The amazing discovery of the first copper workshop: it is 6,500 years old

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A new study by Tel Aviv University and the Israeli Antiquities Authority indicates that a copper ore smelting workshop operated thousands of years ago in Beer Sheva, the capital of the Negev desert.

The study, conducted over several years, began in 2017 in Beer Sheva, when the workshop was first discovered during an emergency archeological excavation by the Israeli Antiquities Authority to protect threatened antiquities.

The new study it also shows that the site may have contained the world’s first proof of a revolutionary device for those times: the oven.

“The excavation revealed evidence for domestic production in the Chalcolithic period, about 6,500 years ago. Surprising discoveries include a small copper smelting workshop – a small tin plant in which copper ore was smelted – as well as a lot of copper slag, “said Talia Abulafia, director of the excavation on behalf of the Israeli Antiquities Authority. .

Although metalworking was already known in the Chalcolithic period, the tools used were still made of stone. The word “Chalcolithic” itself is a combination of the Greek words for “copper” and “stone.”

In the Chalcolithic period, when copper was first refined, the process was far from mine, unlike the predominant historical model by which kilns were built near mines for both practical and economic reasons.

The hypothesis is that the reason wanted to keep the technique secret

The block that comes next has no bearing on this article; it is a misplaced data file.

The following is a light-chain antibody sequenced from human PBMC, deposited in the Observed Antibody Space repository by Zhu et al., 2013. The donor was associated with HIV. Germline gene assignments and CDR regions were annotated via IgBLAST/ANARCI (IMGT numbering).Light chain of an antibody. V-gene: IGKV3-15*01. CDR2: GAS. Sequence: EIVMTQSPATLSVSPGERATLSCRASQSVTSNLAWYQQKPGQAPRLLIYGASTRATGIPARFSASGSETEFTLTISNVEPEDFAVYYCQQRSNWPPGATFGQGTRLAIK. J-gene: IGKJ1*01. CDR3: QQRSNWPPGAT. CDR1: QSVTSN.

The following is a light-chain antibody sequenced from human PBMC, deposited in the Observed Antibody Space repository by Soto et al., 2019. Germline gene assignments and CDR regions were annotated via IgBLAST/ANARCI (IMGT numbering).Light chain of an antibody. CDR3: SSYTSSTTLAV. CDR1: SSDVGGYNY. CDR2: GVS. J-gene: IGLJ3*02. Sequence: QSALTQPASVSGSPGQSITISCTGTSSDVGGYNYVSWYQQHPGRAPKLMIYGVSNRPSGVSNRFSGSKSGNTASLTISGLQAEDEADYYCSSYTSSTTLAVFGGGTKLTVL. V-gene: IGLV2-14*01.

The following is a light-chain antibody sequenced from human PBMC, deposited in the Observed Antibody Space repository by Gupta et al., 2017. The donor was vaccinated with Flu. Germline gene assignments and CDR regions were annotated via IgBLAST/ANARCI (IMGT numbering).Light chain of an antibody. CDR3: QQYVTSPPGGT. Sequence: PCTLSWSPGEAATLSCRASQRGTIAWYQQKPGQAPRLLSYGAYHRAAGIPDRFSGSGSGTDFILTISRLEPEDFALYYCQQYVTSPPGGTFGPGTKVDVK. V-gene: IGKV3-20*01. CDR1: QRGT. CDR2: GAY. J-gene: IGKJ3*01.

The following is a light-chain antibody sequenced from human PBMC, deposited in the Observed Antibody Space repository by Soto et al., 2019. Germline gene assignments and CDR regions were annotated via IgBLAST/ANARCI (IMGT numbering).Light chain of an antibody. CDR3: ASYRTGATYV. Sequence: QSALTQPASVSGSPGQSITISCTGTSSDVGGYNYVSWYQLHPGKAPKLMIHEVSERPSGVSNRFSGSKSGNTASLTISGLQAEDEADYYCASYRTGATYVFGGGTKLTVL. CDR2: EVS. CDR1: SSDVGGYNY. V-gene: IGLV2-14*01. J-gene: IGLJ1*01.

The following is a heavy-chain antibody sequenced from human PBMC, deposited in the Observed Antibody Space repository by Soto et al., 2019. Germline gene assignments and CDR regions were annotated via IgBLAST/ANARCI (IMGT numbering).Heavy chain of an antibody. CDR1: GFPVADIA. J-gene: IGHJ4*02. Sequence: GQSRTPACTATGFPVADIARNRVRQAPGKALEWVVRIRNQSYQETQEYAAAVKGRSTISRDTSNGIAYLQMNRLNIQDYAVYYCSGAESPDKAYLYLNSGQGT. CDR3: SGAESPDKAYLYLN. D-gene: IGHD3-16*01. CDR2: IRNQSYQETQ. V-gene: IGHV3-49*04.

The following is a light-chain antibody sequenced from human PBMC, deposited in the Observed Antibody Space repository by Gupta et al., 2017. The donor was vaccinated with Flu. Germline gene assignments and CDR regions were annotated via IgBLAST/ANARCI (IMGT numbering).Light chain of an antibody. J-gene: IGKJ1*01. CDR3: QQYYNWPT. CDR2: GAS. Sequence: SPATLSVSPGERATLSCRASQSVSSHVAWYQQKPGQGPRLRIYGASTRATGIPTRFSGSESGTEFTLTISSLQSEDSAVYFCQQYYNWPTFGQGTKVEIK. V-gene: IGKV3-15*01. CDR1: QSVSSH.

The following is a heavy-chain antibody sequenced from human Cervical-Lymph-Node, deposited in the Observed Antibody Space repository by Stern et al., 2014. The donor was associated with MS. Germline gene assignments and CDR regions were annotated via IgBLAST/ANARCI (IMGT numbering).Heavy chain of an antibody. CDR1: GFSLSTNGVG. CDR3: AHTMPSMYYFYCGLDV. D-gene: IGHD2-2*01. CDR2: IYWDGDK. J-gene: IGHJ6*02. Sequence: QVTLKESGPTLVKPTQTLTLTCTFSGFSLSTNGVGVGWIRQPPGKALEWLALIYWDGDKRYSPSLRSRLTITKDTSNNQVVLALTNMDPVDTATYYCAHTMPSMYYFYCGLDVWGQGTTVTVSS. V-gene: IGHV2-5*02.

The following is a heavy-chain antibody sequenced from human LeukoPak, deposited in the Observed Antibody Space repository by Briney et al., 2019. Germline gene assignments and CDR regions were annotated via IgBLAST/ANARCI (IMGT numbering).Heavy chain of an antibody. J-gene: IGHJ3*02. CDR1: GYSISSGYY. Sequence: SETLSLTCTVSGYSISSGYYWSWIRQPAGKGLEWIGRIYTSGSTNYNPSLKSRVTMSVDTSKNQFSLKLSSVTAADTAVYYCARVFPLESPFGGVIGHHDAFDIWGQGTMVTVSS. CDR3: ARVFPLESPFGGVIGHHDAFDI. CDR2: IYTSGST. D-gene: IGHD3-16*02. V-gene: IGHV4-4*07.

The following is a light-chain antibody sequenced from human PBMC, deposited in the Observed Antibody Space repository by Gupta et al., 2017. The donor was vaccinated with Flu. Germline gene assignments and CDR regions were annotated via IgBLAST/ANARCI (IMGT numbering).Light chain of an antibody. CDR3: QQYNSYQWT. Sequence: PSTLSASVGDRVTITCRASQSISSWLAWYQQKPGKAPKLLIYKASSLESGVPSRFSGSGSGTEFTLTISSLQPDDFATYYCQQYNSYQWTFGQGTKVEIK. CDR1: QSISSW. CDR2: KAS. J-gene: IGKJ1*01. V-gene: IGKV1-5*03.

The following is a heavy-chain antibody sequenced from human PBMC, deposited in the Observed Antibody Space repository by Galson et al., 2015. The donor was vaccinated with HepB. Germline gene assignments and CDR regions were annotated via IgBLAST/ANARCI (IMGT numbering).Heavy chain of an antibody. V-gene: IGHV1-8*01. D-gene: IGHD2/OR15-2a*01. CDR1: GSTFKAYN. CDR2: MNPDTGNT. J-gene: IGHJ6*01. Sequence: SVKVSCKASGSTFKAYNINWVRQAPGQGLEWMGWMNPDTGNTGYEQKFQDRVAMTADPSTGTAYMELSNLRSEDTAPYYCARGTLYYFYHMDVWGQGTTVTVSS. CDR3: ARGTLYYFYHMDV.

“It is important to understand that copper refining was the cutting-edge technology of that period. There has been no more sophisticated technology than this in the entire ancient world, ”says Prof. Ben-Yosef, of the Department of Archeology and Ancient Civilizations in the Middle East.

“Throwing pieces of ore in a fire will not get you anywhere. You need some knowledge to build special ovens that can reach very high temperatures while maintaining low oxygen levels. ”

Prof. Ben-Yosef also notes that, even in Chalcolithic settlements that possessed both stone and copper instruments, the secret of shiny metal was held by very few members of an elite.

“At the beginning of the metallurgical revolution, the secret of metal processing was kept by expert guilds. All over the world, we see metallurgical neighborhoods in Chalcolithic settlements, like the ones in the neighborhood we found in Beer Sheva. ”

Sign of social stratification

The study discusses the extent to which this society has been socially hierarchical or stratified, as the society was not yet urbanized.

The company seems to have consisted of a clearly defined elite, which possessed expertise and professional secrets and which kept its power being the exclusive source of shiny copper.

Copper objects were not made for use, instead they were used for ritual purposes and thus had symbolic value.

The copper ax, for example, was not used as a tool. It was an artistic and / or cult object modeled on the line of a stone ax.

Copper objects were probably used in rituals, while everyday objects used continued to be made of stone.

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